Hope in Broken :: No money for barbed wire
Haiti Missions Trip, July 2012.
I’ve written about hope in brokenness before. So has God. But never before had I experienced it as I did in that cement orphanage in Haiti, in the shade of the mango tree. These little ones, sans parents, sans love, whose world had literally shaken. No wonder they clung to us so tightly. So desperate were they for love that they shoved each other away, each trying to keep the attentions of “their missionary” to themselves.
It was unsettling to see such a hunger for love. Love to be fought for, clawed after, defended with blows. It hurt to see brothers push each other, squabbling over a hug. At first, I was bothered. Then sad. Then, determined.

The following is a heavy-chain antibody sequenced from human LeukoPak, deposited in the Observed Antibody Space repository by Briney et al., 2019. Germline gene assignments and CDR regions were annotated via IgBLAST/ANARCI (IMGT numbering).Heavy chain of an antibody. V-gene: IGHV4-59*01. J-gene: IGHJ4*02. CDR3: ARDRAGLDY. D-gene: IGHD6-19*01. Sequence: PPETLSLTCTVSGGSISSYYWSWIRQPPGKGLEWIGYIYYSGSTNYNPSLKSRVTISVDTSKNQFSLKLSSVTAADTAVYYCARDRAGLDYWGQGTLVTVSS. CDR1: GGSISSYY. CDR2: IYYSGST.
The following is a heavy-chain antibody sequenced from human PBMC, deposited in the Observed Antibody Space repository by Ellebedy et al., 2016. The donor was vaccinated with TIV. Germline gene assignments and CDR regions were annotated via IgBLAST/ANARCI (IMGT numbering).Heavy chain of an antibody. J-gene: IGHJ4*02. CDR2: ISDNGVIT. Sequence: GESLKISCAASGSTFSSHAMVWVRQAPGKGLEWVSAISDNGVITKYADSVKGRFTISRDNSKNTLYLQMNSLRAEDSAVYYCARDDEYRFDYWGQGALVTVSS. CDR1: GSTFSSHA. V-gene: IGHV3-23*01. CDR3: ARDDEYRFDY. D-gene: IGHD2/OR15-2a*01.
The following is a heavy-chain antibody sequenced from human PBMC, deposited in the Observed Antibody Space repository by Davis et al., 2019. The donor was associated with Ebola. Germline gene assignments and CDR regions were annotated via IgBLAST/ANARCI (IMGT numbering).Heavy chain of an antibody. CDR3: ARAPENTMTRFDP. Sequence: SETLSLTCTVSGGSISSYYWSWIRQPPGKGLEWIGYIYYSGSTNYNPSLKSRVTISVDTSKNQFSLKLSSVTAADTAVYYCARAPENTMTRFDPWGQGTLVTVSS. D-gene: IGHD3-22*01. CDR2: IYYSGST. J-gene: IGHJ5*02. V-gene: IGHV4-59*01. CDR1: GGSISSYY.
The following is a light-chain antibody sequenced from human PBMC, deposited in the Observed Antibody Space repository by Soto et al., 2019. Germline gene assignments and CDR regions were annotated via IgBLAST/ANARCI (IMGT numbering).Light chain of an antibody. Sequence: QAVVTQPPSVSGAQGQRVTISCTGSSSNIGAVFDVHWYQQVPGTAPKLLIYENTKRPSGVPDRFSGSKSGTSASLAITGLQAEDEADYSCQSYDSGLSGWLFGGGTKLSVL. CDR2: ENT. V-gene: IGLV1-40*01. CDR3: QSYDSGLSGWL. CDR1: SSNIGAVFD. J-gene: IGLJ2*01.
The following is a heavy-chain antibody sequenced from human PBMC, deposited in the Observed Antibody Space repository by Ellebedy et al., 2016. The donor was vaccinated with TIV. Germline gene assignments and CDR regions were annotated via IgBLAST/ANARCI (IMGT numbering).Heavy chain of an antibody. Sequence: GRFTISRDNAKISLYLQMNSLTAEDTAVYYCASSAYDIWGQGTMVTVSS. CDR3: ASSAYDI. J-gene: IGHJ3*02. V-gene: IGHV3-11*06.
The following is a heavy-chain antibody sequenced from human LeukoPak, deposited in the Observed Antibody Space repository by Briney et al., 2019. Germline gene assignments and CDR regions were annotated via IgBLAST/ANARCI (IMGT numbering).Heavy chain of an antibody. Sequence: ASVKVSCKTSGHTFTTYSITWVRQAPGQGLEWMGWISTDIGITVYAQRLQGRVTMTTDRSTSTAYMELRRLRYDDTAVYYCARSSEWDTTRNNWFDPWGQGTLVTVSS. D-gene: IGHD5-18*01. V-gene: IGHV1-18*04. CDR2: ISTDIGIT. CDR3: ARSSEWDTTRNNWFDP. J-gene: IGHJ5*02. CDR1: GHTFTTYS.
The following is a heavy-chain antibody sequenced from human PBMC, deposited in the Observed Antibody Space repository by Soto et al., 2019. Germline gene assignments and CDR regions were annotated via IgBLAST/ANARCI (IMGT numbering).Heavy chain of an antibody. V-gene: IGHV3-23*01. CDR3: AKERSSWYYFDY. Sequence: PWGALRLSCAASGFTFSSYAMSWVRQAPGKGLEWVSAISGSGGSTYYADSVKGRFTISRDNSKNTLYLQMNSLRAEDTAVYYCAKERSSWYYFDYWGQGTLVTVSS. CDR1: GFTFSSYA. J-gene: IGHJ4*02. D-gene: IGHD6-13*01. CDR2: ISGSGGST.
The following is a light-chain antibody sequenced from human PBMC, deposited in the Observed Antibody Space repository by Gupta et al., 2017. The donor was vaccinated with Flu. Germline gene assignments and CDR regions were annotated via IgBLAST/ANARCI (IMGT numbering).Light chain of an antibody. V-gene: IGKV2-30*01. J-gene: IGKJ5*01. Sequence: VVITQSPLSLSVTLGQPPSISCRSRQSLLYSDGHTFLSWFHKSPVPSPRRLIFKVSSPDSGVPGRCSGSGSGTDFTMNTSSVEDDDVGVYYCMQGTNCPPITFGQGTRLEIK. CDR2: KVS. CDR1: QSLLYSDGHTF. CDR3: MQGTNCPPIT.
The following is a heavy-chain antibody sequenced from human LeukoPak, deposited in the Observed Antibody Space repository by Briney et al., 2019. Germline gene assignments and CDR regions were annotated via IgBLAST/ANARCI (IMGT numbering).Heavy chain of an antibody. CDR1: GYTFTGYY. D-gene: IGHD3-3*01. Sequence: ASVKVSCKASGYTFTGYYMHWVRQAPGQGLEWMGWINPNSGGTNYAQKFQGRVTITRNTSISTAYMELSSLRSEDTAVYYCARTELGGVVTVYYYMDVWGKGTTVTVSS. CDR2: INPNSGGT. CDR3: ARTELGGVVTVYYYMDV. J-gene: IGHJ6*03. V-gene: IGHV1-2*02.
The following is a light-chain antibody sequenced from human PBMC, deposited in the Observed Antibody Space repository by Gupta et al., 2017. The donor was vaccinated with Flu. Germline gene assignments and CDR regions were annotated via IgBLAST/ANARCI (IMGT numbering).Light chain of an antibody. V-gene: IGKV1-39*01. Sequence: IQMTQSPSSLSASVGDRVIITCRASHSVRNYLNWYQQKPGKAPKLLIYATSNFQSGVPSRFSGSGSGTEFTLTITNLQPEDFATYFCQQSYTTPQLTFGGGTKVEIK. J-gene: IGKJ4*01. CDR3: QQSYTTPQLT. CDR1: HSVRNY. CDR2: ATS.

Bothered because how could they be so selfish? There were 23 missionaries at their doorstep, with open arms and hearts full of Jesus. Where was the evidence of the thing, being, event, or otherwise, that could justify this warring for attention?
Sad because the evidence was surrounding me. Broken windows, and twisted barbed-wire atop walls of cinder block pocked with holes. Broken bottles atop the walls of those who had no money for barbed wire. Broken people. A broken situation – I can only stay for a week, and the children will be left alone again.
Determined because I learned how to say “like.” Tankou is Creole for the comparative “like,” (as in “dirt like cement” or “glares like daggers”) so I could tell the kids “Mwen renmen ou tankou Jezi renmen ou.” I love you like Jesus loves you. You will not be left alone, and you will be far from without love. Jesus will stay, even when I must go. And His love doesn’t have to be fought over.
Until the next… (and don’t worry – There WILL be pictures. :-))
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